Kays, W. M., 1994, “Turbulent Prandtl Number—Where are We?,” ASME J. Heat Transfer, 116(2), pp. 284–295. [CrossRef]
Kawamura, H., Abe, H., and Matsuo, Y., 1999, “DNS of Turbulent Heat Transfer in Channel Flow With Respect to Reynolds and Prandtl Number Effects,” Int. J. Heat Fluid Flow, 20(3), pp. 196–207. [CrossRef]
Chidambaram, N., Dash, S. M., and Kenzakowski, D. C., 2001, “Scalar Variance Transport in the Turbulence Modelling of Propulsive Jets,” J. Propul. Power, 17(1), pp. 79–84. [CrossRef]
Churchill, S. W., 2002, “A Reinterpretation of the Turbulent Prandtl Number,” Ind. Eng. Chem. Res., 41(25), pp. 6393–6401. [CrossRef]

Figures

Grahic Jump Location
Fig. 1

Computational domain and boundary conditions used in the simulation of the unconfined axisymmetric impinging jet

Grahic Jump Location
Fig. 2

Schematic diagram of the experimental setup: (a) pipe nozzle, (b) mass flow meter, (c) pressure reducer valve, (d) instrumented isothermally heated plate, (e) embedded heat flux sensor, and (f) data acquisition unit and computer

Grahic Jump Location
Fig. 3

Heat transfer coefficient at the stagnation point of a steady impinging jet plotted as Nu0/(Re0.5Pr0.4) as a function of nozzle-to-surface spacing H/D

Grahic Jump Location
Fig. 4

(a) Radial distribution of Nusselt number for different mesh sizes, F1 to F5, listed in Table 1 (Re = 6000, H/D = 1) and (b) local distribution of numerical uncertainty (GCI(%)) as error band on the selected mesh size for simulation (F4)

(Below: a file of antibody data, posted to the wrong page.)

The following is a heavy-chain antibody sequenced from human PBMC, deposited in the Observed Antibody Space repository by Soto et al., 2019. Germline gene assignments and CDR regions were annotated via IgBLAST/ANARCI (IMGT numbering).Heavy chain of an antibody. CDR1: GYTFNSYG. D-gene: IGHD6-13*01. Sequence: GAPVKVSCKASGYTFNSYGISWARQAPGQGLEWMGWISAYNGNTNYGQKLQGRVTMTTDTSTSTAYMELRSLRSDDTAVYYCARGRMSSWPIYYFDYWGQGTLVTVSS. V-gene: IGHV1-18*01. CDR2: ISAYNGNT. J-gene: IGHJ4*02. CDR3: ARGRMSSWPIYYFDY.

Grahic Jump Location
Fig. 5

Comparison of radial distribution of Nusselt number for different inlet velocity profiles to experimental data (Re = 6000, H/D = 1; error bars display exp. uncertainty)

Grahic Jump Location
Fig. 6

Radial distribution of (a) normalized turbulence kinetic energy and (b) radial velocity gradient (s−1) near the wall (at 0.01D) for different inlet velocity profiles (Re = 6000, H/D = 1)

Grahic Jump Location
Fig. 7

Comparison of radial distribution of Nusselt number for different (a) inlet turbulence intensities (%), (b) turbulence models, and (c) turbulent Prandtl numbers to experimental data (Re = 6000, H/D = 1; Exp. uncertainty = 6%)

Grahic Jump Location
Fig. 8

Comparison of radial distribution of Nusselt number for different Reynolds numbers to experimental data (H/D = 1; Re = 6000, 10,000, and 14,000; error bars display exp. uncertainty)

Grahic Jump Location
Fig. 9

Comparison of radial distribution of Nusselt number for different nozzle-to-surface distances to experimental data: (a) H/D = 2, (b) H/D = 3, (c) H/D = 4, and (d) H/D = 6 (Re = 6000, 10,000, and 14,000; error bars display exp. uncertainty)

Tables

Errata

Discussions

Some tools below are only available to our subscribers or users with an online account.

Related Content

Customize your page view by dragging and repositioning the boxes below.

Related Journal Articles
Related eBook Content
Topic Collections

Sorry! You do not have access to this content. For assistance or to subscribe, please contact us:

  • TELEPHONE: 1-800-843-2763 (Toll-free in the USA)
  • EMAIL: asmedigitalcollection@asme.org
Sign In